AD missed the 2020 and 2021 seasons due to long-haul COVID-19. (Chris Marion/NBAE via Getty Images)

New York Liberty player AD, who previously went by the name Asia Durr, is making their return to the court this season after spending the past two years dealing with long-haul symptoms of COVID-19.

AD contracted the virus in June 2020. In the first month after getting the virus, they said that they lost 32 pounds. In early July, they were admitted to the hospital, where they were diagnosed with bronchitis.

Almost two years later, they are navigating their return to the WNBA.

“I didn’t know it would turn into two years of being sick,” AD told Sports Illustrated. “I really thought I’d be good after two weeks. But I had no idea what was about to take place.”

They added that they thought they might die from the virus “five or six times” in the last two years.

“I was literally suffering every day. I felt I was dying,” AD told Sports Illustrated.

Older sister Genesis Durr added, “Just to see the way COVID grabbed a hold of AD and [would] not let go, it was very heartbreaking.”

The experience led to internal reflection, as they figured out who they were and wanted to be. They now go by AD and use they/them pronouns. They choose not to use the terms nonbinary or transgender; rather, they said, “I just view myself as AD.”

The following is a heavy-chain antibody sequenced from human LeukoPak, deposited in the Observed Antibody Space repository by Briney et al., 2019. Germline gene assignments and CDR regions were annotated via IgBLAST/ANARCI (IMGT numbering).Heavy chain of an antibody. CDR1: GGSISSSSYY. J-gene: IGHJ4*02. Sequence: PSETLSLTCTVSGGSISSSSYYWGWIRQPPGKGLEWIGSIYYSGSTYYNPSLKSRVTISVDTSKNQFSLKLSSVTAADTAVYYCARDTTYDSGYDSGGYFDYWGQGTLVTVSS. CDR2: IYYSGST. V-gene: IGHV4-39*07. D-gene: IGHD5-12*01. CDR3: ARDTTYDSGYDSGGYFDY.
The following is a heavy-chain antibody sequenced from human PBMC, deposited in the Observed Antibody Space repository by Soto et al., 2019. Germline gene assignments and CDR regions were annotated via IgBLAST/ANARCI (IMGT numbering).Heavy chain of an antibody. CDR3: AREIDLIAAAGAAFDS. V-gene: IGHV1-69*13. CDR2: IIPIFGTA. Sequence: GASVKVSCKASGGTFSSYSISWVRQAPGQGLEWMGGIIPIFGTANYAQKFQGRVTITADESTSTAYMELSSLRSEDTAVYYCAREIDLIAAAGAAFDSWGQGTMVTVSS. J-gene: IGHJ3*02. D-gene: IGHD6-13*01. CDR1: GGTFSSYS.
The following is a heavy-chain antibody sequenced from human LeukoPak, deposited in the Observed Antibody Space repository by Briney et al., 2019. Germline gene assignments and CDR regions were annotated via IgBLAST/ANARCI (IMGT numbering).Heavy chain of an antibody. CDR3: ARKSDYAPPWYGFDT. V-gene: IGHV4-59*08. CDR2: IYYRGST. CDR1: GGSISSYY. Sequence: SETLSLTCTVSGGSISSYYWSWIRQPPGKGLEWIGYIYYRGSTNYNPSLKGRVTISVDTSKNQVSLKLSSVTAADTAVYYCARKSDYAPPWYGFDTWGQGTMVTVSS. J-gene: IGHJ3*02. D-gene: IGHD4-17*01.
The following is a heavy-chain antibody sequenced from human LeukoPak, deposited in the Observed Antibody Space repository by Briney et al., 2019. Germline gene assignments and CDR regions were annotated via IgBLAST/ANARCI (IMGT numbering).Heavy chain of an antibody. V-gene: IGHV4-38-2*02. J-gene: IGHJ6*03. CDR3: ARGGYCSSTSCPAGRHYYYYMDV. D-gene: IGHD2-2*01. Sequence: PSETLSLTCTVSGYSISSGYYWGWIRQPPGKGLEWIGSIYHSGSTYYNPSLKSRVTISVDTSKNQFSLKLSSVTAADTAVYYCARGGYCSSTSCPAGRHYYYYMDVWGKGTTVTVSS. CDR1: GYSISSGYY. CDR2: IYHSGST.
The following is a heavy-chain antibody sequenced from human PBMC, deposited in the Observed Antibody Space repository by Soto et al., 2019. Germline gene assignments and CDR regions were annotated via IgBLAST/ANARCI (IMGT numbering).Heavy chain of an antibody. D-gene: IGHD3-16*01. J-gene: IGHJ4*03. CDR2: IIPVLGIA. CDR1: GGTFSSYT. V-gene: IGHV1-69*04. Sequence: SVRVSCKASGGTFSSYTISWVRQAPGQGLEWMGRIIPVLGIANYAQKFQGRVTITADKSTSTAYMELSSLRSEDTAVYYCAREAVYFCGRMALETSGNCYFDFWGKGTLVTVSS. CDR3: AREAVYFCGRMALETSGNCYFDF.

AD is believed to be just the second current WNBA player to use pronouns other than she/her publicly, joining free agent Layshia Clarendon.

“I never had the time to sit down and figure out self,” they told Sports Illustrated. “So I feel like this was God’s way of sitting me down and saying these things need to be addressed.

“I realized I was trying to hide who I was to make other people happy. As I did the work, I realized it’s OK to be who you want to be and who you are. It’s OK if some people don’t like it…Because it feels good to be who I truly am.”

Coming back to basketball hasn’t been easy, but first-year Liberty coach Sandy Brondello has been impressed with AD’s return and recognizes the magnitude of the comeback.

“[AD is] really good with the ball in [their] hand,” she says. “Great going downhill, has a midrange, is improving in their outside shot as well.”

Still, there are times when they still experience flare-ups, and they are careful not to push too much.

“I have to be realistic and realize I’m coming off a severe sickness,” they said. “I do understand that this is still a process. Just being out there, just being available for my teammates to play, that’s success to me.”

There’s also success in returning to the court, fully embracing who they are and being open about the journey.

“It feels like I’m starting over,” AD says. “Everything with my life definitely feels so different now.”